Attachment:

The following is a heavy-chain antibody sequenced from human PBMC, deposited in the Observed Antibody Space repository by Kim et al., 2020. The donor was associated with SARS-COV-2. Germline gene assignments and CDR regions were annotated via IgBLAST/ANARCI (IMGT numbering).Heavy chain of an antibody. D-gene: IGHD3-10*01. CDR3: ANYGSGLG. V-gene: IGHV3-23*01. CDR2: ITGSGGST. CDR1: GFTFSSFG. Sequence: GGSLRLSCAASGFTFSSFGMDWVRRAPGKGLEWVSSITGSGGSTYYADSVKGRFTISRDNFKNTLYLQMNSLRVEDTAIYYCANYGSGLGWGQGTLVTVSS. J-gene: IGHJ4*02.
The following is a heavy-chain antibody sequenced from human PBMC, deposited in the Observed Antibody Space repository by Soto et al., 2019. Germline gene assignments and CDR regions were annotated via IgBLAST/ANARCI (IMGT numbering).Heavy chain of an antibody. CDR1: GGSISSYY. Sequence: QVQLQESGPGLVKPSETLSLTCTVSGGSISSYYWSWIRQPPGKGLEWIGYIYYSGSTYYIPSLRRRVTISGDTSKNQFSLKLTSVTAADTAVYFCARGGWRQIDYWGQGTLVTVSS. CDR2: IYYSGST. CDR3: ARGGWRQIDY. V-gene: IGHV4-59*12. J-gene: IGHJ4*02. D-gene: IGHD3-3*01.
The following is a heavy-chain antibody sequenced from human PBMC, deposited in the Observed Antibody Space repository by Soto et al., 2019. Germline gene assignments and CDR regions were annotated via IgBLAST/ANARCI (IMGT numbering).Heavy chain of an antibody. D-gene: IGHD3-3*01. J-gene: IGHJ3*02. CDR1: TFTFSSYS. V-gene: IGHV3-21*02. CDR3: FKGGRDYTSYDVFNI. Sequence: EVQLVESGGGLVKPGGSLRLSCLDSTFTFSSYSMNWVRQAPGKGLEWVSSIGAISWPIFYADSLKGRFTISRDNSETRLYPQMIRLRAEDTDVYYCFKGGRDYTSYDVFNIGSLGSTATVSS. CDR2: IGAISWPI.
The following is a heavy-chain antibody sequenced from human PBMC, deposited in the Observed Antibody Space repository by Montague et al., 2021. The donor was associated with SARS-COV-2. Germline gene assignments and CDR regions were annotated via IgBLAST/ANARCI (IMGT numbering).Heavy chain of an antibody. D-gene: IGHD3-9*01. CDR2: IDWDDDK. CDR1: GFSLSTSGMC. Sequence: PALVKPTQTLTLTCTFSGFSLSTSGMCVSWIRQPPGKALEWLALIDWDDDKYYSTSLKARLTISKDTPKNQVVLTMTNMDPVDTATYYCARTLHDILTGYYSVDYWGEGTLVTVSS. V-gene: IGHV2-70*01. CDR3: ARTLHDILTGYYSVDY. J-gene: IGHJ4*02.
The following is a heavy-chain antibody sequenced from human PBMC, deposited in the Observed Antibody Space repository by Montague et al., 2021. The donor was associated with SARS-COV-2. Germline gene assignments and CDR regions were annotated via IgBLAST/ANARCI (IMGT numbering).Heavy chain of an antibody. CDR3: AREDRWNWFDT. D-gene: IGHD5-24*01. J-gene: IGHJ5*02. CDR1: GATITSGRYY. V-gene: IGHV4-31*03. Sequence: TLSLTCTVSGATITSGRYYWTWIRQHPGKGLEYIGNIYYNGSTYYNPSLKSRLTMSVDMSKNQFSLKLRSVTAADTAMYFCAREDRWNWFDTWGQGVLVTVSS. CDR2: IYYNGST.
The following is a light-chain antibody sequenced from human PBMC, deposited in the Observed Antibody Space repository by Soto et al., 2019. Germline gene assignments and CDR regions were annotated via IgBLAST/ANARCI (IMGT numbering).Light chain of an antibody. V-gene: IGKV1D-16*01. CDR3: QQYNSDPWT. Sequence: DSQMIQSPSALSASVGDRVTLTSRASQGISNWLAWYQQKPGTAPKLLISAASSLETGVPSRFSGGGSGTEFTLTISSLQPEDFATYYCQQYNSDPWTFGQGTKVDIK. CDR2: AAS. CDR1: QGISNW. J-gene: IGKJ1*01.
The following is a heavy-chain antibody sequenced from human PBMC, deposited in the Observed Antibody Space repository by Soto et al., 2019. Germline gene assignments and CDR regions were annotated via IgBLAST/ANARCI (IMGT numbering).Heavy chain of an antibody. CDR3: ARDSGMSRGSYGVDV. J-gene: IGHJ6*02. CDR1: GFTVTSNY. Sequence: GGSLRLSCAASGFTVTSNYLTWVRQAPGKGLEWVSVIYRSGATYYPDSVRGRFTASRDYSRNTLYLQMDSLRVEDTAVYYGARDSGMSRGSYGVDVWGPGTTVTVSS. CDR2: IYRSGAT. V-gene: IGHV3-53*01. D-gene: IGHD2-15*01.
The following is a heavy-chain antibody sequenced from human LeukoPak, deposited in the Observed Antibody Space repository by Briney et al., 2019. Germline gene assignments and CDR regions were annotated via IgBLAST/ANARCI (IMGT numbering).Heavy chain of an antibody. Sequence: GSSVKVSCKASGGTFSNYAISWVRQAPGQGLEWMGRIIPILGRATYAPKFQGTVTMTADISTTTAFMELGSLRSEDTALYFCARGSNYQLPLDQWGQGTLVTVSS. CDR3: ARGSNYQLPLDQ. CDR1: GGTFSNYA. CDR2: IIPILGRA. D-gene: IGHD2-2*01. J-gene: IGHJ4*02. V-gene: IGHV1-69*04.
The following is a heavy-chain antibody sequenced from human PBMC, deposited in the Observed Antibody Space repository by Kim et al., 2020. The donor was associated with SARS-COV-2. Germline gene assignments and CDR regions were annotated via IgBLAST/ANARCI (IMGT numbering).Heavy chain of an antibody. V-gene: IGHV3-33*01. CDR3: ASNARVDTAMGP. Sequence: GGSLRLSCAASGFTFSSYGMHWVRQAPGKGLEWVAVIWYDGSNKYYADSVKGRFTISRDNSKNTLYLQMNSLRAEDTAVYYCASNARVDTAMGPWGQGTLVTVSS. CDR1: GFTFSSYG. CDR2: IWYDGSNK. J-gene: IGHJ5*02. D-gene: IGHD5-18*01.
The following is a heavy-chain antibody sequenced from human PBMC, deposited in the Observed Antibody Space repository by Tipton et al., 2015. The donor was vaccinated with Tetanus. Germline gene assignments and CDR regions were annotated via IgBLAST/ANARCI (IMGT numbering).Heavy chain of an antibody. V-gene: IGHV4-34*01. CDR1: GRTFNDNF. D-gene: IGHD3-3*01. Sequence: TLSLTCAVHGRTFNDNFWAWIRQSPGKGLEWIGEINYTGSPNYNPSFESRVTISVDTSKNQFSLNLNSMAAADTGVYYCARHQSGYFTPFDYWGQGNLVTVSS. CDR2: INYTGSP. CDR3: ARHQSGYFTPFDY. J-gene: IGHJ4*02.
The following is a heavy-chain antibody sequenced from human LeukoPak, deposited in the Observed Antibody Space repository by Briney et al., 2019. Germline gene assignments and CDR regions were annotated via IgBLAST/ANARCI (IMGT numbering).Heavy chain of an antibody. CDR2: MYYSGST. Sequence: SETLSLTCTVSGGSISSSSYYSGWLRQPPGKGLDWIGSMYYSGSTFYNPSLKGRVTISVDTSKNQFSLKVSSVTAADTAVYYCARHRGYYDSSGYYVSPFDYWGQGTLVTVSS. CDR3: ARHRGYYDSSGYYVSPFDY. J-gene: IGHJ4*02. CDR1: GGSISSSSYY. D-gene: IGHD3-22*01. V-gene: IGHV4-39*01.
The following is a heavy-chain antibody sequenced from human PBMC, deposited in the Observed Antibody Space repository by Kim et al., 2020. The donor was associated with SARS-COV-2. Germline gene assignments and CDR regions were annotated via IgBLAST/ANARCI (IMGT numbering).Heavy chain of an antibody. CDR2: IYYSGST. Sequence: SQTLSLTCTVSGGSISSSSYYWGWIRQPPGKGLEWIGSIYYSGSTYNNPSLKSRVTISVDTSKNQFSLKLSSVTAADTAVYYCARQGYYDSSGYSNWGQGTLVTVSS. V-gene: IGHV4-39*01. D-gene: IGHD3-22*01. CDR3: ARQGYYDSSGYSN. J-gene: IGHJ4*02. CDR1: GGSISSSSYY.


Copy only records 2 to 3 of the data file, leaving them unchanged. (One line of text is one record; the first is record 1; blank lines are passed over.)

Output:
The following is a heavy-chain antibody sequenced from human PBMC, deposited in the Observed Antibody Space repository by Soto et al., 2019. Germline gene assignments and CDR regions were annotated via IgBLAST/ANARCI (IMGT numbering).Heavy chain of an antibody. CDR1: GGSISSYY. Sequence: QVQLQESGPGLVKPSETLSLTCTVSGGSISSYYWSWIRQPPGKGLEWIGYIYYSGSTYYIPSLRRRVTISGDTSKNQFSLKLTSVTAADTAVYFCARGGWRQIDYWGQGTLVTVSS. CDR2: IYYSGST. CDR3: ARGGWRQIDY. V-gene: IGHV4-59*12. J-gene: IGHJ4*02. D-gene: IGHD3-3*01.
The following is a heavy-chain antibody sequenced from human PBMC, deposited in the Observed Antibody Space repository by Soto et al., 2019. Germline gene assignments and CDR regions were annotated via IgBLAST/ANARCI (IMGT numbering).Heavy chain of an antibody. D-gene: IGHD3-3*01. J-gene: IGHJ3*02. CDR1: TFTFSSYS. V-gene: IGHV3-21*02. CDR3: FKGGRDYTSYDVFNI. Sequence: EVQLVESGGGLVKPGGSLRLSCLDSTFTFSSYSMNWVRQAPGKGLEWVSSIGAISWPIFYADSLKGRFTISRDNSETRLYPQMIRLRAEDTDVYYCFKGGRDYTSYDVFNIGSLGSTATVSS. CDR2: IGAISWPI.